tv Book TV CSPAN January 30, 2011 1:00am-2:00am EST
piece that was invaded by war so that you can't even have a war department anymore know it is a difference to part with the midst of the war budget it's a defense budget, i think that he was surprised and upset. >> and honest. >> and amazingly honest. i did he was under the illusion that presidents make these decisions. to the extent to which it's really hard to know what is going on with obama. it's hard for me to know what's going on, hard for anybody - to know what is going on with obama. and in a sense there's a parallel leedy, that is to say i have no -- i have no reason to believe that obama has ever thought about structure, about
in essence for this you asked the question, what else should he have done or who else was there, he could have given, he could have brought i suppose he could have appointed paul krugman to a higher position or something. but in fact, people who were not in that relatively small group of experts will disqualify them from being experts. in a hierarchical system like that, you have a severe marginalization of people with alternative views, alternative visions. how to structure an economy. who even asked that question? you can go to any economics department in the universe. i think including the one around the corner here and not hear that russian asked very often. with alternative ways are there to structure an economy rather
than the one we have got right now. the people who have been asking and answering those questions than i could give you a list of names of them. i know who some of them are but they are considered nuts or visionaries or impractical or too green or two left or to local or to this or to that. so you have this now strange situation and i think it is the definition of a the system in serious trouble. people would certainly define it as a symptom, a systemic crisis. when the only people you have available to fix something that has gone wrong or the same people that made it go wrong. so it suggests, a need for broadening of, for discussion that includes many more voices than the voices we have been listening to up to now. on the economy and on foreign-policy and i would say across the board, on poverty in
america. 15 million people unemployed in this country. half of them, for more than 20 weeks. lycée oh well. if we have the 60% opposition to war, and strong antiwar groups at all times, and the buildup in the trust and elsewhere to discussing whether to go to war, i mean usa conflict resolution advocates, i think your essential point is we go to war too to sin and i wonder if we don't have a structural flaw in art democratic system that as a democracy 60% opposed to war, we keep going there
the president gets committed to it and moves in and on a temporary basis and then everybody either has to be disloyal to our troops who would then send them, or has to start phoning it. it seems as if the president now has too much power. >> i think that is very well put that is the question of too much power or countervailing power, but --. >> you.get started until it is too late to back out. i think that is absolutely right i agree with everything you said. i would just add that we are seeing some change now in congress. in the last attempt, in the last bill to fund the afghan war, 53 congressman voted against. congresspeople. that is not 400, but it is double, it is double the amount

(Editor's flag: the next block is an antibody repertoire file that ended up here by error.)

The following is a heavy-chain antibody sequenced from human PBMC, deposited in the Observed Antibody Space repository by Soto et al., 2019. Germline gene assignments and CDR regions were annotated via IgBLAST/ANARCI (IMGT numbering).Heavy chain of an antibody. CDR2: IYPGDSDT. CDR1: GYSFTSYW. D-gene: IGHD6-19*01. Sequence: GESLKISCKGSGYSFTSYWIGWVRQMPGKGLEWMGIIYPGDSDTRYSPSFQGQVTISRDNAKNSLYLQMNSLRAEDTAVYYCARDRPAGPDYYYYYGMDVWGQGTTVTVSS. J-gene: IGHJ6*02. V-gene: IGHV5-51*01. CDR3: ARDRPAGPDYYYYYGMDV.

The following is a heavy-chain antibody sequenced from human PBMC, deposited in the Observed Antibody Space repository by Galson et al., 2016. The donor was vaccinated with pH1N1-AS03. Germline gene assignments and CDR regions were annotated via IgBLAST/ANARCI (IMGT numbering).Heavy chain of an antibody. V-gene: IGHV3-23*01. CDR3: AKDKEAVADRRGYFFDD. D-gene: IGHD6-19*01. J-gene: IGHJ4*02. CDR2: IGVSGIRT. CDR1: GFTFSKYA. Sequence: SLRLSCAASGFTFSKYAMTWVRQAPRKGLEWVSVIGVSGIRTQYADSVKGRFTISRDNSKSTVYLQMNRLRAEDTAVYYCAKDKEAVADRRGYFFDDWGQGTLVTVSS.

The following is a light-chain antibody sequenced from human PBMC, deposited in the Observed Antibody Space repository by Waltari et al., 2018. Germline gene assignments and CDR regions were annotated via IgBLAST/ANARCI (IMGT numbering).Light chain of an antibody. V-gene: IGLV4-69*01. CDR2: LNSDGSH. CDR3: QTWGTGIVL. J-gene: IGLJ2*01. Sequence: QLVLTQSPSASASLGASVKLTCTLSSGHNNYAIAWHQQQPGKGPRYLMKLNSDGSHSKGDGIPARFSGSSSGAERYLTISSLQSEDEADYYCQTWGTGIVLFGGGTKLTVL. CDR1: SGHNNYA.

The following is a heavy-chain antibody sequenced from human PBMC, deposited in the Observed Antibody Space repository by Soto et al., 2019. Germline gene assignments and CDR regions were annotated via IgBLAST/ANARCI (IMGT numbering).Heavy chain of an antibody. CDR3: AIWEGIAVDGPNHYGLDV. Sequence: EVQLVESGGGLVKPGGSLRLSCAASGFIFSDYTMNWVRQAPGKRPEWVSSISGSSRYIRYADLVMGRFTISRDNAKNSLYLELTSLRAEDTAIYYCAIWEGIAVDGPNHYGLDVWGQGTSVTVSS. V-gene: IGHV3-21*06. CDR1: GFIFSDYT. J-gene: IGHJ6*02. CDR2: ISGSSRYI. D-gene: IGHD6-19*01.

the opposition the time before that. there is some growth i think at this -- what is exciting about that is that more people are willing to take a stand. more people are willing to say okay, call me on the -- unpatriotic. what i am doing is not unpatriotic. nevertheless i think what you said is quite right. >> mechanically the president can launch the invasion and then it is up to everybody else to force them to come back. and i think what i was saying before about the economic issues, i think then it becomes more relevant. one reason that i think, one reason it holds us back, one reason that it seems too late is that people have gotten jobs from it. people of gotten contracts from it. people of gotten jobs from it. i have seen with my own students
conflict resolution -- we have the largest graduate probe ram in the country and conflict resolution, about 340 masters and doctoral students. and the question is what do they do when they get out? some of them go as you might imagine, some work for the government and some of them work for foreign governments and some of them worked for the u.n. and many of them work for ngo's. many of them work for relief organizations or do development work. but more and more, it is the government that is offering them the jobs. because this goes back to what you said about the army that fights that our people are trained to fight and that is what they do, they fight. more and more the army's mission is getting more complicated than that. and because they are an occupation force that is expected to function in many ways as a development
organization winning the hearts and minds minds and so forth means building schools and the bridges and making peace between tribal leaders and all the rest of that. the petraeus approach to conflict means soldiers have got to be trained in conflict resolution. right now does not conflict resolution when you are a party to a complex. it is something else. you are using the techniques of conflict resolution in order to promote your side in the conflict. but, they are offering jobs to my students. and contracts for my colleagues. so without dealing with the economic clout that assembled here, i am not sure that we are going to be able to mt. the kinds of protests or develop the kinds of resistance that i'm hoping we can develop or goes if this is what you call the hairtrigger.